My general conclusion is that TSD does generally build in budget capacity.  The 17/18 projected expenses were about about $1.5 million greater than what was actually expended.  This is relatively consistent with the historical budgets TSD has presented.  With an $85 million dollar budget, the difference was about a 2% variance from the projections. While school district budgets are pretty predictable, which reduces the expected variance, TSD’s actual expenditures are pretty close to what it budgeted.

That being said, there are some large variances in specific categories. Notably, Regular Instruction and Support Services each had a variance of over $2 million—in opposite directions on a year to year basis. At that end of the day, the variances in those two categories pretty much offset each other, with the bottom line being a “wash.”   

It is possible there are some line items within the budget that could possibly be warrant further discussion. However, I deal with a lot of budgets, and rarely do I see a forecast budget fall within 5% of the actual year end income/expenses.  My conclusion is that there is some merit to TEA’s contention, but that TSD’s practice of building some capacity is not overly concerning in and of itself.  The pivot point on this topic is what is TSD doing with the money it budgets, but does not spend(see below).  

2.The TSD General Fund Balance has increased over the last few years.

As noted above, over the last 2 years TSD budgeted about $1-1.5 million more than it actually spent. Interestingly, TSD’s general fund balance(which is really just the savings account or rainy day fund) also increased about $1 million.  So, not surprisingly, TSD is saving some of the money, and spending some of the money.  A good analogy would be a household budget.  When unplanned income comes in the door, it is not uncommon to spend some of the money and save some of the money.  TSD is saving some of the money as the general fund balance has increased the last few years up until January, 2019. TSD is also spending some of the money.   

TSD’s contention(which I believe is correct) is that, as a result of the loss in levy funds, it will have to dip into savings to the tune of about $4 million over the next 6 months to meet the expenses in the 2018-19 budget.  TEA contends TSD will not have to do so. To date the levy payment have not changed.  However, the payments in 2019 will be significantly less.  I went through this in depth as part of a prior blog which can be reviewed by clicking here.   The truth is that we are all making educated guesses at this point and really will have no definitive answers until this summer.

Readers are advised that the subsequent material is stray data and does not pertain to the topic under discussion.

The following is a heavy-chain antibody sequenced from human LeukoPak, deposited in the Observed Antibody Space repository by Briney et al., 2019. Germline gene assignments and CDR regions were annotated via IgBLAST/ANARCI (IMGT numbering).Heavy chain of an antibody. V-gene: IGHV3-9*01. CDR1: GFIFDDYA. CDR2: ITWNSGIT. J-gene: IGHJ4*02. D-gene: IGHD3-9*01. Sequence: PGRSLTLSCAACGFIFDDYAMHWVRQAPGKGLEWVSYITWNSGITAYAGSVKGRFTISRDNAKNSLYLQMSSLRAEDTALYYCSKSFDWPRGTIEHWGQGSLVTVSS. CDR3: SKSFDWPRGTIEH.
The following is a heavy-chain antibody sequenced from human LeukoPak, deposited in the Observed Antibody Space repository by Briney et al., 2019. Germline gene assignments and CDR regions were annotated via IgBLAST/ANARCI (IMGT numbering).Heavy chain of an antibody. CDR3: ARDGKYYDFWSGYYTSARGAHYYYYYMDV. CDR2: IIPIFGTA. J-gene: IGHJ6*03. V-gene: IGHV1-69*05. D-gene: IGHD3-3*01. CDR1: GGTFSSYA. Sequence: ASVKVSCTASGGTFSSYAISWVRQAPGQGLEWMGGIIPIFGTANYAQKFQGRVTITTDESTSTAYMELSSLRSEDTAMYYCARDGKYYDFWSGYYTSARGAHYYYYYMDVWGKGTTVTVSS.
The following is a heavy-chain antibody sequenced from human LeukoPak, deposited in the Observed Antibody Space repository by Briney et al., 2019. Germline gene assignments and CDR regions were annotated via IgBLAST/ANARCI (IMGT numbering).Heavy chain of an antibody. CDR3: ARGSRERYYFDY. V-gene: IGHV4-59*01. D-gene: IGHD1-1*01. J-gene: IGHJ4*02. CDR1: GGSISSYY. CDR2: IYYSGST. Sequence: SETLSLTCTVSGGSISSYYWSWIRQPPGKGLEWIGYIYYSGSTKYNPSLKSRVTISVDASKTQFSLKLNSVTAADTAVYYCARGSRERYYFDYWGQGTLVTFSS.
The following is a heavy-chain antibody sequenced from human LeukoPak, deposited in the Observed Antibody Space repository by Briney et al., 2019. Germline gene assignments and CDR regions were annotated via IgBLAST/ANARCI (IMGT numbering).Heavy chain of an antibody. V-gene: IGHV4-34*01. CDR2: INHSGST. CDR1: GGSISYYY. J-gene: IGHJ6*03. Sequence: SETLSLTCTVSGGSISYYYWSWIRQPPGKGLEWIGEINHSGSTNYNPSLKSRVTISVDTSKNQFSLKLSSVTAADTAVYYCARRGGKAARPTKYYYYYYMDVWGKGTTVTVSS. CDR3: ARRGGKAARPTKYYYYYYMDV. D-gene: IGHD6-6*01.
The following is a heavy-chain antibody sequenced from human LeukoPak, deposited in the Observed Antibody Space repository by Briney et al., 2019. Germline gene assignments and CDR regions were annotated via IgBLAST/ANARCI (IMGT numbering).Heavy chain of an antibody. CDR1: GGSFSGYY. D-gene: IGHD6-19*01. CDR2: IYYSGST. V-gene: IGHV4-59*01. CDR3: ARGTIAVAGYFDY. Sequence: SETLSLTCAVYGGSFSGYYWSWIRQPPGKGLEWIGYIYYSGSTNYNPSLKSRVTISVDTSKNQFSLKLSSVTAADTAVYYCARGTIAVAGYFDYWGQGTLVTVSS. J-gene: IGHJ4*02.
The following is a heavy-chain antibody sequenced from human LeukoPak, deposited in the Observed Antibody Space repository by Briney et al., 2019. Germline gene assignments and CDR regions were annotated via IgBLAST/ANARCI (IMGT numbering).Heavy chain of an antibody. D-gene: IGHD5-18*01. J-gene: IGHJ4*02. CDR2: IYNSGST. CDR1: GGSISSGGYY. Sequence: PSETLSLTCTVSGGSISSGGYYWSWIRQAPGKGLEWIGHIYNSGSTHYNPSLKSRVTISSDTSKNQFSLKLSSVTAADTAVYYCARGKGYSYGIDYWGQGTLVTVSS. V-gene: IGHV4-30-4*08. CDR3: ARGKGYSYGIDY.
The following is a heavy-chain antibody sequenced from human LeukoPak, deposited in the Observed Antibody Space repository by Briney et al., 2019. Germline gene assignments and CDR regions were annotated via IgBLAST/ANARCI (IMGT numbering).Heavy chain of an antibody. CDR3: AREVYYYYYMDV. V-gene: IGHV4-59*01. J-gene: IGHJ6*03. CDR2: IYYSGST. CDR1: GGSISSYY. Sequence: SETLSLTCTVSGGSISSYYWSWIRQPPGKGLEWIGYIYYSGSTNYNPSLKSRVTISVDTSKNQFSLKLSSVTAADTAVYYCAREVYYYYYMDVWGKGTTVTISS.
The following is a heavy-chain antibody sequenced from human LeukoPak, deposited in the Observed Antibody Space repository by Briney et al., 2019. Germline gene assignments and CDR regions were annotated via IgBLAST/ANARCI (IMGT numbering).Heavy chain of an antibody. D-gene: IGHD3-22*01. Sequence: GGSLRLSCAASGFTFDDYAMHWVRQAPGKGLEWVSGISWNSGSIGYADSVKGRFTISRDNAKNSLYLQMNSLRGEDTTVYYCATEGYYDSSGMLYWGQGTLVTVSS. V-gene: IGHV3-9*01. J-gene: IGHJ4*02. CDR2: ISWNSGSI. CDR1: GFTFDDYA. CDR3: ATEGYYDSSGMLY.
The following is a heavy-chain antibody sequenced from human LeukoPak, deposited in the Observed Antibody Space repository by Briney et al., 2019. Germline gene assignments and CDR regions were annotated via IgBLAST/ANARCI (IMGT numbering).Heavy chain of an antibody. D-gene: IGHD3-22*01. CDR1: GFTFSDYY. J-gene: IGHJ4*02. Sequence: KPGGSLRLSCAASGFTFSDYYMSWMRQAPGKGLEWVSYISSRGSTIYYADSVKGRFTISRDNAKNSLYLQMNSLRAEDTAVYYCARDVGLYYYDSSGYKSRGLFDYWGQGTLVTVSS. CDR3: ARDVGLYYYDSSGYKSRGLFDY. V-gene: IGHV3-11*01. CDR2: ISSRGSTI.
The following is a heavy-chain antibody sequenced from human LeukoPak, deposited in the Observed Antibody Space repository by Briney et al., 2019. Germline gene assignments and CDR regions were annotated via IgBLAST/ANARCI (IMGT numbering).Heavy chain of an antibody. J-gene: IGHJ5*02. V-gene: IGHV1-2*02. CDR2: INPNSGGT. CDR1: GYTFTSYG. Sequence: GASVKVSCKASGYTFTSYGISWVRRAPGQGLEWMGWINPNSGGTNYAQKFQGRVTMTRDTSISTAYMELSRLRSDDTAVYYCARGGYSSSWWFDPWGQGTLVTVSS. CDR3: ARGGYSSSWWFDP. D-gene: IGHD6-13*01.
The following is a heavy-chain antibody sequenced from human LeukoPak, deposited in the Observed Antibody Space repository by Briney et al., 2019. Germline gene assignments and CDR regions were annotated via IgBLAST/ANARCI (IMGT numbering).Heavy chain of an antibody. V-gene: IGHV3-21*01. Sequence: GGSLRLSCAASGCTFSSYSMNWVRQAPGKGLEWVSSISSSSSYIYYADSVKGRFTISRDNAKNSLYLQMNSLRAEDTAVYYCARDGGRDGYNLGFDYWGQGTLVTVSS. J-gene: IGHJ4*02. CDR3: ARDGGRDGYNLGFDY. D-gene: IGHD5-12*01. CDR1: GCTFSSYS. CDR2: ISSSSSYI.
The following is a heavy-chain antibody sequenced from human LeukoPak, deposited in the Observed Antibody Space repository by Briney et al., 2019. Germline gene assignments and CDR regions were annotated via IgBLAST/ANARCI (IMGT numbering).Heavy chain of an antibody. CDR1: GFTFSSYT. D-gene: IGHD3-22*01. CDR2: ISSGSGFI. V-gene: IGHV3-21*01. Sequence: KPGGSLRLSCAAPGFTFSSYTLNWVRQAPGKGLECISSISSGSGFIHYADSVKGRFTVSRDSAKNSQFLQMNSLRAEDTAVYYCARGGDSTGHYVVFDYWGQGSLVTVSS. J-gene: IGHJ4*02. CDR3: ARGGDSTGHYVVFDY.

TEA contends the additional basic education funding makes up for the loss in local levy funds, and TSD has enough income to meet its expenses, and therefore should not need to access the general fund to meet budgeted items.  In the event TSD does not have sufficient funds to meet its budgeted items, TEA would point to the increased general fund balance and argue that TSD should use the funds it has saved to make up any shortfall.  TEA also points out that TSD generally finds money to cover unexpected or non-budgeted expenses.  

Interestingly, the amount, or lack thereof, of TSD’s deficit the next 6 months will be a pretty good indicator of the deficit likely to occur in 2019-20.  

3. 2018-19 is in the rear view mirror, so any corrections really involve the 2019-20 budget. 

At the most recent Board Meeting, Superintendent Bash indicated the Board has directed him to present a balanced budget, meaning the projected expenses can be no more than the projected income during 2019-20.  It is too late to take any substantive action for 2018-19(where TSD projects at least a $4 million deficit), so, due to the mandate to develop a balanced budget, TSD is looking at all options for 2019-20.

A complicating component is that it is possible the legislature will bridge the gap, and provide additional funding.  However, TSD is required as part of the collective bargaining agreement to notify affected employees of any cuts no later than May 15th.   It is quite possible that on May 15th we will not know if the legislature is going to provide relief.  Accordingly, TSD feels compelled to put together a “worst case” scenario(which assumes no additional funding) coupled with a restoration plan(in the event some additional funding comes to fruition.

Understandably, TEA is concerned about providing notice of cuts to staff absent an actual need to make the cuts.  Doing so certainly hurts morale.  In addition, staff who are unsure of their position with TSD may find another job over the course of the summer when TSD may actually end up having a spot available.  It is clear to me that TSD would much prefer not to provide notice of cuts unless the cuts actually have to be made, especially given the strained relations resulting from the events of last summer and fall. However, TSD is in somewhat of a “Catch 22” as the notices have to go out by May 15th.  If TSD fails to provide notice of the staff reductions, then those expenses will be part of the actual expenses in 2019-20, which would create a huge deficit if TSD’s projections are even close to what actually happens.    

4.How does the worst case scenario compare to the present?